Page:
St. Petersburg Coastal and Marine Science Center

St. Petersburg Coastal and Marine Science Center > Florida Shelf Ecosystems

Response of Florida Shelf Ecosystems to Climate Change

Project Summary

Introduction

pH of sea water and familiar liquids

pH chartA pH of seven is neutral. Values below seven are increasingly acidic and values above seven are increasingly basic, or alkaline. Human blood has a pH of ~7.5 and seawater has a pH around 8.2. Rainwater is naturally acidic with a pH of about 5.6. Acid rain can be as low as 4.2. A lower pH increases the erosive capability of the water.

The Florida shelf, including the state of Florida, is an ancient calcium carbonate platform. Many shellfish, plankton, coral, and even some macroalgae (Halimeda) produce calcium carbonate from elements in seawater. Seawater is a buffered solution, meaning that it has a higher capacity to absorb carbon dioxide (CO2) without changes in pH. Another way of saying it is that seawater has the ability to neutralize excess acid. However, an increasingly higher saturation of CO2 will eventually result in lower seawater pH. Lower seawater pH may inhibit calcium carbonate production and dissolve existing shells. Ocean acidification could affect the marine food chain and the ability of marine life to adapt to climate change.

Historically, the Florida shelf has supported rich and productive populations of fish, and other marine and benthic organisms; however, climate change may threaten these valuable resources. Although government and media focus has largely been on temperature increases and sea-level rise associated with climate change, ocean acidification and its consequences are also important. Declining ocean pH and carbon concentrations are well-known consequences of increased atmospheric and surface-ocean pCO2. Although the oceans are natural carbon sinks, ocean acidification may alter calcifying organisms and the ocean’s role in carbon sequestration/fluxes. The impacts of changes in seawater carbonate chemistry on bio-calcification and survival of marine organisms require experimental and field study.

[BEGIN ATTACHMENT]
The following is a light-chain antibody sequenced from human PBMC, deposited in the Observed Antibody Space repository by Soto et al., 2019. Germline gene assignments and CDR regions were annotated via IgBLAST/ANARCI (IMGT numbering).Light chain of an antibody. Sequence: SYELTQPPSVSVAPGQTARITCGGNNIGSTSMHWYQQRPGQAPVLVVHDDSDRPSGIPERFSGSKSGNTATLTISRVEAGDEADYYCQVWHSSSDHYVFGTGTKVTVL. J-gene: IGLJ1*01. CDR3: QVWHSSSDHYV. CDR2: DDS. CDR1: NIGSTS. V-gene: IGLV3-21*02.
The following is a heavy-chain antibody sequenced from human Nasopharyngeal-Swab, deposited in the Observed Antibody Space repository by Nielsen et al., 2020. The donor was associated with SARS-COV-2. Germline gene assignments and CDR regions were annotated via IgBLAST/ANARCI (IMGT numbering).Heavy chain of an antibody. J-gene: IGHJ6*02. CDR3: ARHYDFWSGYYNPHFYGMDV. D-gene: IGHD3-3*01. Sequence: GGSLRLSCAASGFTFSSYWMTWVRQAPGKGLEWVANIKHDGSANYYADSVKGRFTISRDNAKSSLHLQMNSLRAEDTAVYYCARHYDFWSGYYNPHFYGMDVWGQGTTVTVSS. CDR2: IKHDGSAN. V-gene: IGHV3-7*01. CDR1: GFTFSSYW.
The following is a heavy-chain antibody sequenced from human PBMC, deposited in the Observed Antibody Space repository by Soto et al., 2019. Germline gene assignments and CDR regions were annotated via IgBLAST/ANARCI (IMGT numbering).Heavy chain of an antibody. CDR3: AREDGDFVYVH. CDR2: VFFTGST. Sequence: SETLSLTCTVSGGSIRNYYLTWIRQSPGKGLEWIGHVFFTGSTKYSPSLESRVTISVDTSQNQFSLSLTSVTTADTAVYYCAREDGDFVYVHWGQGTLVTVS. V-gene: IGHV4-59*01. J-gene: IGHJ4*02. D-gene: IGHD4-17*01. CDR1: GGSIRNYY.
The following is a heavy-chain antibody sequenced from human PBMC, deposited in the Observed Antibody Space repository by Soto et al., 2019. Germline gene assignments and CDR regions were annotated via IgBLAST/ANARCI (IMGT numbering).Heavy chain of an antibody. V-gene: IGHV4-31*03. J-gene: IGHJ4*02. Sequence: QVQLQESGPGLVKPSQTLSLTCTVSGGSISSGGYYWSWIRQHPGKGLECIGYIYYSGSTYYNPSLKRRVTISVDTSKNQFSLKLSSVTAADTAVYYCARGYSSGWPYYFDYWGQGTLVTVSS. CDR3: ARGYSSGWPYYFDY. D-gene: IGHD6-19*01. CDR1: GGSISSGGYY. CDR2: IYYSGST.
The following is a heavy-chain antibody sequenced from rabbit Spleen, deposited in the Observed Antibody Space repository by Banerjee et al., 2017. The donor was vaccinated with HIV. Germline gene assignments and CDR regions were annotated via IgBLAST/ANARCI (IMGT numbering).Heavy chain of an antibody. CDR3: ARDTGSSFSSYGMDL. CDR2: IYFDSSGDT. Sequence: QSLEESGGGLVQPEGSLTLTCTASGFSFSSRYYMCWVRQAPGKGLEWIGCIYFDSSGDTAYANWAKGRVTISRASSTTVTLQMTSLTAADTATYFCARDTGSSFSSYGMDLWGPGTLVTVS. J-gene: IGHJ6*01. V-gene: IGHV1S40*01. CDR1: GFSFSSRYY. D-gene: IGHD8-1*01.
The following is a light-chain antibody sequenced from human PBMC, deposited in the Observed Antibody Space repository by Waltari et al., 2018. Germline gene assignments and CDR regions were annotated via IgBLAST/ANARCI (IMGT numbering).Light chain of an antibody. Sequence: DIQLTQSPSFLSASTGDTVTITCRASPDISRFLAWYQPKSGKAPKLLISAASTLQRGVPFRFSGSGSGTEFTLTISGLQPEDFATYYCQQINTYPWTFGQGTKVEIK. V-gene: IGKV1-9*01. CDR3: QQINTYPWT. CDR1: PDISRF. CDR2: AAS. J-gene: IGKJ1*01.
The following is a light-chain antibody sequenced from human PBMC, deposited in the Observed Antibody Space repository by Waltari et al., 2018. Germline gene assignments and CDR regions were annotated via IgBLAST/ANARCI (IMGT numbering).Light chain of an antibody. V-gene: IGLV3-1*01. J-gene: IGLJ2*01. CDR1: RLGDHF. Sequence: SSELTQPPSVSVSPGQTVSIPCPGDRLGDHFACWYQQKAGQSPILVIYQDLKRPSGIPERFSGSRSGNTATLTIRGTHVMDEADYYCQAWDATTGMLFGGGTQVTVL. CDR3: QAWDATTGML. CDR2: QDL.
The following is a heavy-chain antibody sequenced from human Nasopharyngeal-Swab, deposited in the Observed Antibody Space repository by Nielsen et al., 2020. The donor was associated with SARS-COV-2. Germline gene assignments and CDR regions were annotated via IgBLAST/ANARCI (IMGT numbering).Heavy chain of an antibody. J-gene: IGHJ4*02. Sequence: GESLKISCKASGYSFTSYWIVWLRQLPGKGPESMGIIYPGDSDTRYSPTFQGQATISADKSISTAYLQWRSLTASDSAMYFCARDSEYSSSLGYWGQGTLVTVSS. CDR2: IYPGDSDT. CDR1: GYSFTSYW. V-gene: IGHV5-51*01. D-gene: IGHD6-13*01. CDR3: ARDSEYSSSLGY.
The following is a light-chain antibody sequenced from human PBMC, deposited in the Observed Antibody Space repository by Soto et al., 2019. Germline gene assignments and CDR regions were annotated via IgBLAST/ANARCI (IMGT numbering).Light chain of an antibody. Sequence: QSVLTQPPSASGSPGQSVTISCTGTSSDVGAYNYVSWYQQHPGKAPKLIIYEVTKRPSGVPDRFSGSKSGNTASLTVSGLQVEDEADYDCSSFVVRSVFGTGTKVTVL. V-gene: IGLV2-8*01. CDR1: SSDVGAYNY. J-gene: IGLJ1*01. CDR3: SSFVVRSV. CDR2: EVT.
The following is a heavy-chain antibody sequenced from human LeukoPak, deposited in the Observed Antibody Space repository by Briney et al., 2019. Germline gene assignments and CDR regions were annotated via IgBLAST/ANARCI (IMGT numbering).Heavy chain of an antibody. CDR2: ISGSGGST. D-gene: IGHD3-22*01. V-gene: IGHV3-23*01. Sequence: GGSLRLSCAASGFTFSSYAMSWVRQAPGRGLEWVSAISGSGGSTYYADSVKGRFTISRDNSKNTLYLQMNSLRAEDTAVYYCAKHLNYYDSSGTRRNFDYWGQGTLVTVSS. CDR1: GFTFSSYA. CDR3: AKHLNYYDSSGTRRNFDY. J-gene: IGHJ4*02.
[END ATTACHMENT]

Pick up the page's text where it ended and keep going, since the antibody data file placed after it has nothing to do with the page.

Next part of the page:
Customers and cooperators are interested in how economically significant resources such as fish and shellfish are responding to ocean acidification. This project will examine the baseline carbon and carbonate chemistry data (including carbonate saturation state) and the fundamental process of marine biogenic calcification in nearshore waters of the Florida shelf and Florida Keys. These data are used in conjunction with satellite data to provide a synoptic view of how the shelf is responding yearly and seasonally to environmental changes. Fieldwork on the west Florida shelf is used with historic data, to provide snapshots of the transition between photosynthetic and non-photosynthetic bottom dwelling organisms (plants and animals) that produce carbonate sediments and the oceanographic conditions associated with them. Research will emphasize ocean chemistry and where geochemical transitions occur.

The coastal shelf of Florida spans temperate-to-subtropical latitudes and extensive shallow coasts-to-deep pelagic zones with a variety of sediment layers. The west Florida shelf is characterized by a gradation of dominantly quartz sand deposits to the north to entirely carbonate sediments in the south. The calcium carbonate sediments originate from calcifying (i.e., carbonate shell forming) organisms. One of the environmental factors that control carbonate shell development and sediment production is the concentration of CO2 in seawater. Increased CO2 concentration in the atmosphere has led to an increase in CO2 in seawater, resulting in ocean acidification, so called because of a decrease in pH. The ability of calcifying organisms to form their shells has a dramatic impact on sediment production on the west Florida shelf and on the type of sediment (e.g., calcium carbonate vs. silica sands) that dominates the ecosystem.

The continental shelves of Florida provide a natural laboratory to test shifts in habitat ranges of calcifying organisms. Both the east and west Florida shelves extend from temperate to subtropical latitudes. Along this gradient, carbonate sedimentation changes from organism produced shell-hash, known as “heterozoan” carbonates, in cool temperate zones to carbonate sediments produced in association with photosynthesis, known as “photozoan,” in warmer subtropical zones. Our research is focusing on changes in distributions of these benthic assemblages on the Florida shelves to provide evidence of ecosystem-level effects of ocean acidification on calcifying organisms.

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